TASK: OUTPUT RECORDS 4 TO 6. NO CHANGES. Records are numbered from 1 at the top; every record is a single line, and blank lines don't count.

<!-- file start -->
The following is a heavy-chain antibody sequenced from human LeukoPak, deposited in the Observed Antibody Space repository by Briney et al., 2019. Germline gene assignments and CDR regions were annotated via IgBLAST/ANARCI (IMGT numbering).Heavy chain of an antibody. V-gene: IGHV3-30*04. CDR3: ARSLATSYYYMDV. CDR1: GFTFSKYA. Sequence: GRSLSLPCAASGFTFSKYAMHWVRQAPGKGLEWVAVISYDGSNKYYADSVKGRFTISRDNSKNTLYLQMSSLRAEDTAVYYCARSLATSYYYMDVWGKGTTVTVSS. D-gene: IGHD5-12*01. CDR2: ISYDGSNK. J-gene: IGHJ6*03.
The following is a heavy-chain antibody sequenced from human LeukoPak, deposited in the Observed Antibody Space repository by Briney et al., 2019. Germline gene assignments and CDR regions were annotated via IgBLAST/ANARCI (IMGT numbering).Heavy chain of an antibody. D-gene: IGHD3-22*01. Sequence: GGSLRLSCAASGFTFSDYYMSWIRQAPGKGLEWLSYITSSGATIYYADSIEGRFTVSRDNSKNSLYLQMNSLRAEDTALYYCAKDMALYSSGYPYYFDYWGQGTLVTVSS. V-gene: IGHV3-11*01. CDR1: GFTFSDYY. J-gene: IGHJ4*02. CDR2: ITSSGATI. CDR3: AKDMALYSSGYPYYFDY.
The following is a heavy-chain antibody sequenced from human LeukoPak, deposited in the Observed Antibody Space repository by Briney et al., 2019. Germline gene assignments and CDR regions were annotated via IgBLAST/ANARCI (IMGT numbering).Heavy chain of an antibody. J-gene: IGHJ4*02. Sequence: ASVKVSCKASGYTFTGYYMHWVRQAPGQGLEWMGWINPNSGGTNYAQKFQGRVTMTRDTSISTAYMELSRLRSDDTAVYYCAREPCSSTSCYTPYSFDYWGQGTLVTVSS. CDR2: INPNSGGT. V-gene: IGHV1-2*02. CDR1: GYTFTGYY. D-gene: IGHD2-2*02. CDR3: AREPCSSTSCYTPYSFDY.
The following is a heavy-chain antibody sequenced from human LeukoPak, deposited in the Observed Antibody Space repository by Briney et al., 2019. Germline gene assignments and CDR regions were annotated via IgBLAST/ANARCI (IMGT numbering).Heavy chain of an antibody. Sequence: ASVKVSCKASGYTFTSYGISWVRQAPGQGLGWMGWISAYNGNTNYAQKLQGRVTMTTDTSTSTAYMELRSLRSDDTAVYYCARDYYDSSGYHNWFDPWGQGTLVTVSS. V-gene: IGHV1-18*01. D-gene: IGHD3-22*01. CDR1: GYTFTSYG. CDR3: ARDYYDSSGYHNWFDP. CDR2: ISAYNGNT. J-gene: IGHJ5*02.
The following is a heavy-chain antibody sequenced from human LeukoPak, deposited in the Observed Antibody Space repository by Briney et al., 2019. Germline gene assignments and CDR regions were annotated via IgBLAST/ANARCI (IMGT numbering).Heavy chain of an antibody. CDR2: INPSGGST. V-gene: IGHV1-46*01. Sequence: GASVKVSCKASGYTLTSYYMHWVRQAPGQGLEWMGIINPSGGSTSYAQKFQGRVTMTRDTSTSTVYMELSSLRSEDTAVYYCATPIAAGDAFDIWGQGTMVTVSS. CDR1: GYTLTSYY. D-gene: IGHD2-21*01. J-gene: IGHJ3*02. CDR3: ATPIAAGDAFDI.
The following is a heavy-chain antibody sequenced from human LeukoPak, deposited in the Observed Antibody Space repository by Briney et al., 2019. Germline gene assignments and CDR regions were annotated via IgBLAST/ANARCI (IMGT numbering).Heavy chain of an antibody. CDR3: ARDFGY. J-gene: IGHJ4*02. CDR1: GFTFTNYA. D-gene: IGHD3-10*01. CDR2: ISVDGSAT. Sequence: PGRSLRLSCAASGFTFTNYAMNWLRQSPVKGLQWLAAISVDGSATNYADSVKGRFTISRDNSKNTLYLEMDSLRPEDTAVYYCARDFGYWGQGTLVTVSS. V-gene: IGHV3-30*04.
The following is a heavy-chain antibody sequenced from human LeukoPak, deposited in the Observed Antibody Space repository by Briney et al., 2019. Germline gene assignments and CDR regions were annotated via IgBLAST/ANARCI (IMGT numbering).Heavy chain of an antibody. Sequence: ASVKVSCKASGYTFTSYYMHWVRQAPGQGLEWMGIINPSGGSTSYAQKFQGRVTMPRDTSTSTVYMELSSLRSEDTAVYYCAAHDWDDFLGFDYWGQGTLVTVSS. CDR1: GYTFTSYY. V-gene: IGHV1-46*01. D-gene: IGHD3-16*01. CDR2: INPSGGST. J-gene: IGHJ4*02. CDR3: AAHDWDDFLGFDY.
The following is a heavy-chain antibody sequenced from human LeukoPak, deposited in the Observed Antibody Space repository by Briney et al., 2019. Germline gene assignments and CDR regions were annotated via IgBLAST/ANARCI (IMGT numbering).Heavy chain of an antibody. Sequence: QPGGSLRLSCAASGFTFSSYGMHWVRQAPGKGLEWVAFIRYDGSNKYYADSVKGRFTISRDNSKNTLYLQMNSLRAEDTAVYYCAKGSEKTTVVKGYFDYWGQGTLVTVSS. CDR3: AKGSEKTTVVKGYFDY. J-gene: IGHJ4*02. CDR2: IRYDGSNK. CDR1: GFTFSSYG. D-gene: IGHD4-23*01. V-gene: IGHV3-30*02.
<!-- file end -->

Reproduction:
The following is a heavy-chain antibody sequenced from human LeukoPak, deposited in the Observed Antibody Space repository by Briney et al., 2019. Germline gene assignments and CDR regions were annotated via IgBLAST/ANARCI (IMGT numbering).Heavy chain of an antibody. Sequence: ASVKVSCKASGYTFTSYGISWVRQAPGQGLGWMGWISAYNGNTNYAQKLQGRVTMTTDTSTSTAYMELRSLRSDDTAVYYCARDYYDSSGYHNWFDPWGQGTLVTVSS. V-gene: IGHV1-18*01. D-gene: IGHD3-22*01. CDR1: GYTFTSYG. CDR3: ARDYYDSSGYHNWFDP. CDR2: ISAYNGNT. J-gene: IGHJ5*02.
The following is a heavy-chain antibody sequenced from human LeukoPak, deposited in the Observed Antibody Space repository by Briney et al., 2019. Germline gene assignments and CDR regions were annotated via IgBLAST/ANARCI (IMGT numbering).Heavy chain of an antibody. CDR2: INPSGGST. V-gene: IGHV1-46*01. Sequence: GASVKVSCKASGYTLTSYYMHWVRQAPGQGLEWMGIINPSGGSTSYAQKFQGRVTMTRDTSTSTVYMELSSLRSEDTAVYYCATPIAAGDAFDIWGQGTMVTVSS. CDR1: GYTLTSYY. D-gene: IGHD2-21*01. J-gene: IGHJ3*02. CDR3: ATPIAAGDAFDI.
The following is a heavy-chain antibody sequenced from human LeukoPak, deposited in the Observed Antibody Space repository by Briney et al., 2019. Germline gene assignments and CDR regions were annotated via IgBLAST/ANARCI (IMGT numbering).Heavy chain of an antibody. CDR3: ARDFGY. J-gene: IGHJ4*02. CDR1: GFTFTNYA. D-gene: IGHD3-10*01. CDR2: ISVDGSAT. Sequence: PGRSLRLSCAASGFTFTNYAMNWLRQSPVKGLQWLAAISVDGSATNYADSVKGRFTISRDNSKNTLYLEMDSLRPEDTAVYYCARDFGYWGQGTLVTVSS. V-gene: IGHV3-30*04.